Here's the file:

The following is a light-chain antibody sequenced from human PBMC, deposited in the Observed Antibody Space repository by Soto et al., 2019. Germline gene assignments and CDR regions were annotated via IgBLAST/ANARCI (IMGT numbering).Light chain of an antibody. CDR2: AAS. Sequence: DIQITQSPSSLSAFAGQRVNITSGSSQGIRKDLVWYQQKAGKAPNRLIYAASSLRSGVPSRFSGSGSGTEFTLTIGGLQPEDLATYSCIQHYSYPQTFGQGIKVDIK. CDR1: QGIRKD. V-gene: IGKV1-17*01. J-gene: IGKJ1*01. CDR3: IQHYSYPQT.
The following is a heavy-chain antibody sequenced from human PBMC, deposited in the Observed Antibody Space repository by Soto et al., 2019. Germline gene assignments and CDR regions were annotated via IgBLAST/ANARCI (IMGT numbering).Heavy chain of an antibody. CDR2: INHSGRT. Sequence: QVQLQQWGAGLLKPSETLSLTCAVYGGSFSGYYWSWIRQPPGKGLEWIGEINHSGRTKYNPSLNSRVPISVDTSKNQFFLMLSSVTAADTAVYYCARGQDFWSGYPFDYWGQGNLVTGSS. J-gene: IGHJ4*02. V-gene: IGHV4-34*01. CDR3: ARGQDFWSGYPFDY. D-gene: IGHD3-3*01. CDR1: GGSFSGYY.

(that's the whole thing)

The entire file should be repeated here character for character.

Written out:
The following is a light-chain antibody sequenced from human PBMC, deposited in the Observed Antibody Space repository by Soto et al., 2019. Germline gene assignments and CDR regions were annotated via IgBLAST/ANARCI (IMGT numbering).Light chain of an antibody. CDR2: AAS. Sequence: DIQITQSPSSLSAFAGQRVNITSGSSQGIRKDLVWYQQKAGKAPNRLIYAASSLRSGVPSRFSGSGSGTEFTLTIGGLQPEDLATYSCIQHYSYPQTFGQGIKVDIK. CDR1: QGIRKD. V-gene: IGKV1-17*01. J-gene: IGKJ1*01. CDR3: IQHYSYPQT.
The following is a heavy-chain antibody sequenced from human PBMC, deposited in the Observed Antibody Space repository by Soto et al., 2019. Germline gene assignments and CDR regions were annotated via IgBLAST/ANARCI (IMGT numbering).Heavy chain of an antibody. CDR2: INHSGRT. Sequence: QVQLQQWGAGLLKPSETLSLTCAVYGGSFSGYYWSWIRQPPGKGLEWIGEINHSGRTKYNPSLNSRVPISVDTSKNQFFLMLSSVTAADTAVYYCARGQDFWSGYPFDYWGQGNLVTGSS. J-gene: IGHJ4*02. V-gene: IGHV4-34*01. CDR3: ARGQDFWSGYPFDY. D-gene: IGHD3-3*01. CDR1: GGSFSGYY.